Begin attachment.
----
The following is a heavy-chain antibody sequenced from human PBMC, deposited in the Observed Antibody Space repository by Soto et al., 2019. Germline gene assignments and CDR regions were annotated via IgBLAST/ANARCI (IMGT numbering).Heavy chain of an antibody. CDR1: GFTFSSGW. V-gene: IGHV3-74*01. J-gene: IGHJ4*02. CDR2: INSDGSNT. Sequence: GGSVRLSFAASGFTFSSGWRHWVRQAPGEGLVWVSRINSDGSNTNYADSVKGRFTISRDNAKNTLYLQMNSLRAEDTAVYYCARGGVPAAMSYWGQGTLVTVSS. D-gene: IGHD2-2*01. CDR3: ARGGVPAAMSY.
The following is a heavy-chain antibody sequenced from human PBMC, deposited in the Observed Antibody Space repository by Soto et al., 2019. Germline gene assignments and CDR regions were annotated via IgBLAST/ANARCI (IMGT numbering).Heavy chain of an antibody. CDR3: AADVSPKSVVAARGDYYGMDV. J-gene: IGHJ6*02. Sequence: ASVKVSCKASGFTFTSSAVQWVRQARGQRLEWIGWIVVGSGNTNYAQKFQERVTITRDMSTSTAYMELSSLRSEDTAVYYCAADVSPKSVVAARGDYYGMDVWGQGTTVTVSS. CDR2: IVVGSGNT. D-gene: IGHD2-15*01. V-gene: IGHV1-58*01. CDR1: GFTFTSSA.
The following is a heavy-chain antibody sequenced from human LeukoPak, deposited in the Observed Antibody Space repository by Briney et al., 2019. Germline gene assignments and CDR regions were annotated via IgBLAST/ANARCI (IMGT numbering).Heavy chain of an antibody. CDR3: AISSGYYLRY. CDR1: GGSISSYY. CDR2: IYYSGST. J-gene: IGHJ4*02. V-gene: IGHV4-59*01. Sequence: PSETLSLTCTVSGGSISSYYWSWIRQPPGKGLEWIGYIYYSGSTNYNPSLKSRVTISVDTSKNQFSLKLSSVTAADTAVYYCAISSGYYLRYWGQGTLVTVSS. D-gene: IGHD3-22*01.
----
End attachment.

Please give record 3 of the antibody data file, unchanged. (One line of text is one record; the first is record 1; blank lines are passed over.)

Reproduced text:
The following is a heavy-chain antibody sequenced from human LeukoPak, deposited in the Observed Antibody Space repository by Briney et al., 2019. Germline gene assignments and CDR regions were annotated via IgBLAST/ANARCI (IMGT numbering).Heavy chain of an antibody. CDR3: AISSGYYLRY. CDR1: GGSISSYY. CDR2: IYYSGST. J-gene: IGHJ4*02. V-gene: IGHV4-59*01. Sequence: PSETLSLTCTVSGGSISSYYWSWIRQPPGKGLEWIGYIYYSGSTNYNPSLKSRVTISVDTSKNQFSLKLSSVTAADTAVYYCAISSGYYLRYWGQGTLVTVSS. D-gene: IGHD3-22*01.